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Review in MOJO magazine Jan 2014
With music that has been described as a mix of spectral dustbowl blues, vengeful hoedowns and pared back swoon songs the April Maze’s sound is for all-weather - to curl up with on rainy days or to dance to in a sun-soaked summer. The April Maze delicately fuse a haunting melancholy sound with dreamy tripped-out harmonies, lyrical cello, banjo, guitar and sultry vocals… think Mumford, Florence, and First Aid Kit with a cello
“Mayhew’s masterful guitar, Agam’s visceral, growling cello and her own dark twisted vocal…mean much of this is a series of inky-black fairy tales.” Mojo Magazine (4 Stars)
“Indie alt-folk, much influenced by the sound (and fashions) of 70s San Francisco, Agam’s voice a rich cocktail of dark molasses and sweet honey.” Folking.com
“Quirky, endearing and engaging, their songs are delicately sparse, with room to breathe and expand, an impression augmented by only sparing use of percussion…Finally, Australia has something to celebrate in 2013.” The Oxford Times
“An originality that is exciting and inspiring to experience live…with their rich, human vocals, the live show has an amazingly full and deep sound.” The AU Review
The April Maze consists of the quirky and charming indie darlings Todd and Sivan. The husband and wife duo joined forces 7 years ago in a share house in Melbourne then embraced the wandering minstrel natures of their folk forebears, living out of their ’76 kombi whilst touring throughout Australia, New Zealand, UK and Canada and sharing their music.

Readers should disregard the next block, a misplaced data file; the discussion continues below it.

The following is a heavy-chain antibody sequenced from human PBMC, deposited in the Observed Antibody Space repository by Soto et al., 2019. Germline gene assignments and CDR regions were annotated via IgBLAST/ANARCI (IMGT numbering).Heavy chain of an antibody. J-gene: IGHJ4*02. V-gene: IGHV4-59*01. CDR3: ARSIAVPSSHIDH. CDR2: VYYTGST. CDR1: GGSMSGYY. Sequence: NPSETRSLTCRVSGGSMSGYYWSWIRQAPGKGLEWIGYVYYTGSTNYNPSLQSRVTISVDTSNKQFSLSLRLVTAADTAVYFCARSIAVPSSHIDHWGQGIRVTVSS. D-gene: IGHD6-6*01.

Their musical roamings have seen them play over 35 festivals, 20 folk clubs and 850 shows in conjunction with the release of three EPs and two albums.
In November 2012, their album ‘TWO’ shot into Spotify’s Top 100 most popular new releases and saw the pair placed alongside artists such as Mumford & Sons, Lana Del Ray, Pink and Usher.
The April Maze are distinct from many existing alt folk bands due to the pure warmth and honesty in their song-writing coupled with distinctive 70s vintage imagery and lack of pretence. Their music touches upon a range of emotions from mellow to upbeat, to guide listeners through their unique take on music.
The skilfully balanced harmonies gently unfold the narratives, with the soulful richness of Sivan’s voice, reminiscent of Cass Elliot, perfectly complemented by Todd’s intense, warm tone. The accompanying stripped back acoustic sound of Todd’s guitar and banjo mingles with Sivan’s breathtakingly beautiful cello parts and leaves the incredible impression of a full orchestral sound.
They are unashamed story tellers, providing insight into the inspirations of their songs with humorous candour at their live gigs whilst lovingly jeering each other on. They speak about ‘Don’t Let the Bastards Bring You Down’ being influenced by Sivan’s personal experience of bullying and ‘Winter’ chronicling the struggles of Todd’s love-lorn brother.
The couple perform with smiles and pure sincerity but also “an originality that is exciting and inspiring to experience live…with their rich, human vocals, between two people the live show has an amazingly full and deep sound” as the AU Review observed. Australian review site Timber and Steel has given similar praise, believing that the group’s music “moves you and seeps deep in to your soul, staying with you for days and weeks to come”.
Live Review Feb 2013 by Michael Aiken (AU Review)
The first two songs of the set didn’t particularly disrupt this image, though the second song in particular had a depth and feeling to it that isn’t done any justice by my previous paragraph.